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Fort Lauderdale Workers' Compensation Lawyer > Blog > Uncategorized > Can I Receive Workers’ Compensation Benefits For An Injury That Happens While I Am On Break?

Can I Receive Workers’ Compensation Benefits For An Injury That Happens While I Am On Break?

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Many different types of jobs in Florida, from part-time jobs paid hourly to full-time salaried positions, have clearly demarcated break periods for employees when they have been working for a specific amount of time. In many white-collar jobs with a typical nine-to-five schedule, employees will have lunch breaks. In other types of employment, including hourly wage positions and those with less traditional schedules, employees also may have meal breaks and other types of rest periods. While meal breaks (typically 30 minutes or longer) and rest periods (typically between 5 and 20 minutes, according to the U.S. Department of Labor) are not required under federal or Florida state law, when employers do provide meal or rest breaks, they must abide by certain rules.

What do these rest breaks and meal periods have to do with workers’ compensation in Florida? Employees can sustain injuries while they are on a rest break or meal period. If you got hurt at your workplace during a rest break or meal period, you are likely wondering: can I receive workers’ compensation benefits for an injury that happened while I was on a work break? The answer depends upon the circumstances surrounding your injury. Accordingly, it will be important to seek advice about the particular facts of your case from a Sunrise workers’ compensation lawyer.

Understanding Rest and Meal Breaks Under Federal Law

In order to understand whether your break-time injury may be compensable, it is important to gain a better understanding of how the law treats rest and meal breaks. Florida does not have any state-specific laws that provide more rights to employees concerning break time than federal law, so Florida employees’ rights in this regard are governed by federal law (in states where state law provides more rights to an employee than federal law does, state law applies).

Federal law requires employers to compensate employees for short rest periods of typically 20 minutes or less. Such rest breaks can include a coffee break, snack time, or other short period of rest. Employers are not required to compensate employees of meal periods that last 30 minutes or more, but in order not to compensate an employee for a meal period, that longer break must be what the law calls a “bona fide” meal period in which the employee cannot be asked to perform any work tasks at all, no matter how small. If an employee is asked to do even a minor task during his or her meal break, the break must be compensated. How do these distinctions affect workers’ compensation claims during rest or meal breaks? To receive workers’ compensation benefits, you must have been acting within the scope of your employment. The way the law considers meal and rest breaks helps to clarify whether you are acting in the scope of your employment while on a rest or meal break.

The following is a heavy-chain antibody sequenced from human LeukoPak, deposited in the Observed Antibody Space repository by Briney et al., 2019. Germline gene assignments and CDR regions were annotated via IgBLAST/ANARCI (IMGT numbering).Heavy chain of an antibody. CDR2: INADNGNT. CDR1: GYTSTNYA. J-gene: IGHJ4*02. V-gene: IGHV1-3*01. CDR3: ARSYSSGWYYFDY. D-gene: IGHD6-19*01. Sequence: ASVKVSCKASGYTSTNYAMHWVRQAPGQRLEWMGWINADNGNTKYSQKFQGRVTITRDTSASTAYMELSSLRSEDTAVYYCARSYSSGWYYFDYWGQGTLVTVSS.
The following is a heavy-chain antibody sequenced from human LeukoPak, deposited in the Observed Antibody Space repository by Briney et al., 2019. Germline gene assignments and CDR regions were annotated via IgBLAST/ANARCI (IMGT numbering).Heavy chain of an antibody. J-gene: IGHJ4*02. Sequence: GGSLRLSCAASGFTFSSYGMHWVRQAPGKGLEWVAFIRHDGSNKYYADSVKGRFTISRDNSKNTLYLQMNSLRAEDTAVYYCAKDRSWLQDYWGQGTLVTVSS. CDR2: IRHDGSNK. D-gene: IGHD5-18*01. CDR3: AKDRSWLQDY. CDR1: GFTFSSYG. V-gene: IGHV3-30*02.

Are Rest and Meal Breaks Compensable? 

Generally speaking, injuries that happen on rest breaks should be compensable through the Florida workers’ compensation system unless you did something during your rest break that constitutes a substantial deviation from the scope of your employment. Since you are paid for short rest breaks, as long as your behavior did not substantially deviate from the court of your employment during the break, you should be eligible to obtain compensation.

Meal breaks are slightly more complicated since employees are not compensated for these breaks and they are considered to be on their own time. However, there are numerous circumstances in which a meal break might result in workers’ compensation eligibility when an injury occurs during a meal period. If the meal is not a bona fide meal period and you were performing a task for your employer when the injury occurred, you can certainly seek workers’ compensation benefits. Yet even on a bona fide meal break, you may be able to obtain compensation for an injury and should seek advice from a lawyer.

Contact a Sunrise Workers’ Compensation Attorney 

If you have questions about workers’ compensation benefits during a meal or rest period, our South Florida workers’ compensation attorneys can help. Contact the Law Offices of David M. Benenfeld, P.A. for more information.

Resource:

dol.gov/general/topic/workhours/breaks#:~:text=The%20FLSA%20does%20not%20require%20meal%20or%20break%20periods.&text=Makes%20the%20distinction%20between%20rest,which%20are%20paid%20work%20time.&text=Meal%20periods%20are%20not%20compensable%20work%20time.

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